From last place in the Eastern Conference in 2016 to nearly the top this season, the Chicago Fire have had quite the turnaround.
Sure, the club added Bastian Schweinsteiger early in the year and the addition of Dax McCarty and Juninho likely help, but there’s got to be more to this massive change in standings, right?
In preparation for Saturday’s match, we went to our friends at Hot Time in Old Town to learn a little more about Chicago, a team Crew SC hasn’t since since early April. Sean Spence was kind of enough to answer our questions about his side to help preview this old-school MLS clash.
Here’s what he had to say.
Questions for Hot Time in Old Town
Massive Report: The Fire's home vs. road form is something that's come up quite a bit around this week. What's been the major difference in your eyes between the team at Toyota Park as opposed to other stadiums.
Hot Time in Old Town: For me, there's not as clear a difference in the Fire's level of play as the numbers suggest. They beat New England fairly easily on the road, played a full-strength Timbers side to a draw. Those were both sides that came at the Fire a bit. But against teams that sit back, the Fire struggle. The weird fact is the Fire have played quite a lot of time on the road while up a man - both the 0-0 draw in Orlando and the 2-1 loss in Yankee Stadium were against teams that went down a man early and packed it in. And that's the Fire's real Achilles heel so far: Teams that sit deep while in a neutral or better game-state.
This may seem counter-intuitive - why don't the Fire get jammed up at home? The key there seems to be Chicago's ability and willingness to attack from the opening whistle, desperately pursuing the lead that will force the visitors to do something besides defend and counter.
MR: This Fire offense has come alive this year. Is it the combination of Nicolic and Accam? Is it the addition of the guys in the midfield? What's made things fire on all cylinders in 2017?
HTiOT: The Fire have just been playing on an astonishingly high level overall for long stretches of this season, the entire machine working to control games more thoroughly than I really thought possible in MLS. Nikolic is just what it says on the package, a relentless grinder who plays with a smile on his face. Accam has blossomed into a truly elite wing forward now that he's surrounded by people he can trust. And I should probably write a column about the work-rate twins, the pistons that drive the pressing engine, Luis Solignac and Michael de Leeuw.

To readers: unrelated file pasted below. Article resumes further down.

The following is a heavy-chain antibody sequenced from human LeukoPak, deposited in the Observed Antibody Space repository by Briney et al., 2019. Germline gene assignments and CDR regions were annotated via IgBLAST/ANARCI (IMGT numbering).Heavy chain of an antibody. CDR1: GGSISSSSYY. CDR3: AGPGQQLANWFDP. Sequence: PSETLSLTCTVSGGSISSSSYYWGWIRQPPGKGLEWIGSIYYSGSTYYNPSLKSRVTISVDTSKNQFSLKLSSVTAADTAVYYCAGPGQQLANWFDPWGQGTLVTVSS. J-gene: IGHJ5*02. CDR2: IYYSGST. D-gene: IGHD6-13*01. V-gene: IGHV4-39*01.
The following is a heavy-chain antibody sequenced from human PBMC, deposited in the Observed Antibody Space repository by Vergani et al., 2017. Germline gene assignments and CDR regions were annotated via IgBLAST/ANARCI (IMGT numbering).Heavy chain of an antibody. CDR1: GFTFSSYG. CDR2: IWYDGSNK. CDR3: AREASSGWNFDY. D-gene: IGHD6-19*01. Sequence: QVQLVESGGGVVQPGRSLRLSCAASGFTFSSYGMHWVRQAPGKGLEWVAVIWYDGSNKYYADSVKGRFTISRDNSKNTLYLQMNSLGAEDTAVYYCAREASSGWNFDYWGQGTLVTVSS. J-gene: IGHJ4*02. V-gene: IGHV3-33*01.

But none of this would be happening without the best central midfield duo in league history behind them. (Yeah, I went there.) Playing in front of Dax McCarty and Bastian Schweinsteiger - with them setting the tempo, snuffing out mistakes before they happen, dragging the defenders out of position for giggles then switching the ball back into acres of space - makes the game a great deal simpler: Beat this guy, get a look at goal, make it count.
MR: We love to see Columbus-native Matt Lampson doing well. What's it been like for him to fight for this starting spot and how has he done since taking over?
HTiOT: When Son of Lamp took over, we were in the process of watching Jorge Bava age like Dorian Grey (post-portrait), so IT WAS FANTASTIC. And Matt is clearly a great guy, a fighter and competitor who's putting up good numbers for us this year. Is he protected by a team that just doesn't give up many good shots? Absolutely. And is keeper a position that the Fire will look to upgrade - again - in the offseason? Fo sho. Lampson's not an elite keeper, but he's absolutely perfect as a backup - he'll always work his ass off and push the starter, and he'll handle any problems he has completely professionally. tl/dr: Love the dude, wish Sean Johnson was still here starting.
We’ll bring you Massive Report’s responses to Hot Time in Old Town when those are posted.